An emergency alliance of Utah’s nurses, physicians, assistants, therapists, EMTs, technicians, food service workers and housekeeping staff has spent the past nine months together under constant siege, in an unrelenting battle against the COVID-19 pandemic. Not for their benefit, but for ours.
As the vanguard of the battle against the pandemic, the front-line health care workers of our state are The Salt Lake Tribune’s 2020 Utahns of the Year.
Some of us deeply appreciate not only the exhausting hard work our health care workers are doing, but also the very real personal risk they are taking on our behalf. Others, not so much.
Our health care troops have not only had to do battle against a microscopic foe. They have also been surrounded by too many people who offer too little help, or actively try to make their jobs more difficult and dangerous. Efforts to politicize and monetize the crisis, even to claim that the whole thing is a hoax, have made everything worse.
It is not a hoax.
So far, the Utah Department of Health has counted more than 15,000 Utah health care workers who have tested positive for COVID-19 and more than 360 have been hospitalized at one time or another. At least 13 have died.
Among those stricken by the coronavirus is Jill Hansen Holker. As explained by The Tribune’s Robert Gehrke earlier this month, Holker was a marathon-running intensive care unit nurse at Utah Valley Hospital before she caught the virus. Now she is far from home, awaiting a double lung transplant in a Florida hospital that specializes in such procedures. Friends have set up a GoFundMe account to help with what will be a long recovery and rehabilitation process.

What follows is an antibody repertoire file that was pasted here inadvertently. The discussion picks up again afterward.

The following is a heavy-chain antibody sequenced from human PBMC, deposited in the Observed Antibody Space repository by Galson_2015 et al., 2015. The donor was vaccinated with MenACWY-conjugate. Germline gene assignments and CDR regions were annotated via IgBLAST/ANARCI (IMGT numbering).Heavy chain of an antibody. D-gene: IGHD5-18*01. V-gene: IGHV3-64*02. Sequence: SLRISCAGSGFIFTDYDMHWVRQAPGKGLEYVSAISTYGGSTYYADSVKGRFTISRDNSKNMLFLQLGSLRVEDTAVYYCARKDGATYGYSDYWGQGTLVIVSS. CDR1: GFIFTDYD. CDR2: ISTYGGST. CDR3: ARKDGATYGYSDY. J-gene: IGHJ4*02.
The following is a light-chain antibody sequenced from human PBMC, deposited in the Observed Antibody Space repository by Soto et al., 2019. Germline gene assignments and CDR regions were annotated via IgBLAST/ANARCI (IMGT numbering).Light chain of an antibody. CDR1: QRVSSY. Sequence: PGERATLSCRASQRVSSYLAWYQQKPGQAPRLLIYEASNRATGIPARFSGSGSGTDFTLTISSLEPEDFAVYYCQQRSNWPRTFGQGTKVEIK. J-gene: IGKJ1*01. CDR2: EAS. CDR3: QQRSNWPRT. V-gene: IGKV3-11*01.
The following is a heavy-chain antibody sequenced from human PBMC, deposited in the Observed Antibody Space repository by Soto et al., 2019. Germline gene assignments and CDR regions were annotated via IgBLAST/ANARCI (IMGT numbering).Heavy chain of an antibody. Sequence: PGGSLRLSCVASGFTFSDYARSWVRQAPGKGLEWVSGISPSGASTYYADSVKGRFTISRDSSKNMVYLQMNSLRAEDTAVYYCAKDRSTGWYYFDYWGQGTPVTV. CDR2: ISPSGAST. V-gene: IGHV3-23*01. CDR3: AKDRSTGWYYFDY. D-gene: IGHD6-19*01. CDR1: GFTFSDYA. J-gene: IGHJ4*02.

Utah is fortunate to have two major health care systems, the University of Utah and Intermountain Healthcare, to see to our needs. What leadership we have seen on this crisis has come from the doctors and administrators of those and other medical centers, brushing past wishy-washy suggestions from elected and business leaders to plainly put the harsh truth before us.
Nurses, chief medical officers, mayors and others have pointed out again and again that the greatest threat to our community generally, and to health care workers in particular, is that our hospitals will become so overwhelmed by the number of COVID-19 cases that not only those suffering from that epidemic, but also everyone else who needs medical care, won’t be able to get the care they need. The care they could expect to receive in normal times.
The rest of us have a duty to help the helpers. Wash our hands. Keep our distance. Wear masks.
Now that vaccines have been developed, front-line medical workers are rightly at the front of the line to receive them. But, again, it is not so much for their personal benefit as it is for the good of the community, to keep the hospitals open and saving patients.
It’s like when the flight attendant tells passengers to put on their own oxygen masks before helping someone else.
Naming the front-line health care workers as The Tribune’s 2020 Utahns of the Year is, we hope, an honor that will, in some small way, help those who risk their lives for their community to feel it was all worth it.